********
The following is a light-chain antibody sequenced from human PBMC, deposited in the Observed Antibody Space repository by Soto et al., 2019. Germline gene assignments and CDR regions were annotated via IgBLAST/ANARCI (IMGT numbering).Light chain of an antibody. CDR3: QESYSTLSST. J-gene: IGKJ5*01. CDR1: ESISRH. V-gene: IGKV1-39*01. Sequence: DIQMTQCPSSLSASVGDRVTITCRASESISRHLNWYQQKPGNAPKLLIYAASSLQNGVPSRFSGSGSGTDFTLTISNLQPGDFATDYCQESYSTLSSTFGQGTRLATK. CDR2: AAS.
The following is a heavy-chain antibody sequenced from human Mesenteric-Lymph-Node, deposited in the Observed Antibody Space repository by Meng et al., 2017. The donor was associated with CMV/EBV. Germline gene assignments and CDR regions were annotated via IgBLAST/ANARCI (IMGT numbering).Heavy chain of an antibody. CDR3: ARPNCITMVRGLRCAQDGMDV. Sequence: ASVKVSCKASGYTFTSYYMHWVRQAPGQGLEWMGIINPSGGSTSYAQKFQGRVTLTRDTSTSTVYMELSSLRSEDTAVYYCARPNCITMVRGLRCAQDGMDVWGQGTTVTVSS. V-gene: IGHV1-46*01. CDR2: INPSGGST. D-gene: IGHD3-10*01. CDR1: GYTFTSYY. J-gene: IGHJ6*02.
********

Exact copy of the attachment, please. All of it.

The following is a light-chain antibody sequenced from human PBMC, deposited in the Observed Antibody Space repository by Soto et al., 2019. Germline gene assignments and CDR regions were annotated via IgBLAST/ANARCI (IMGT numbering).Light chain of an antibody. CDR3: QESYSTLSST. J-gene: IGKJ5*01. CDR1: ESISRH. V-gene: IGKV1-39*01. Sequence: DIQMTQCPSSLSASVGDRVTITCRASESISRHLNWYQQKPGNAPKLLIYAASSLQNGVPSRFSGSGSGTDFTLTISNLQPGDFATDYCQESYSTLSSTFGQGTRLATK. CDR2: AAS.
The following is a heavy-chain antibody sequenced from human Mesenteric-Lymph-Node, deposited in the Observed Antibody Space repository by Meng et al., 2017. The donor was associated with CMV/EBV. Germline gene assignments and CDR regions were annotated via IgBLAST/ANARCI (IMGT numbering).Heavy chain of an antibody. CDR3: ARPNCITMVRGLRCAQDGMDV. Sequence: ASVKVSCKASGYTFTSYYMHWVRQAPGQGLEWMGIINPSGGSTSYAQKFQGRVTLTRDTSTSTVYMELSSLRSEDTAVYYCARPNCITMVRGLRCAQDGMDVWGQGTTVTVSS. V-gene: IGHV1-46*01. CDR2: INPSGGST. D-gene: IGHD3-10*01. CDR1: GYTFTSYY. J-gene: IGHJ6*02.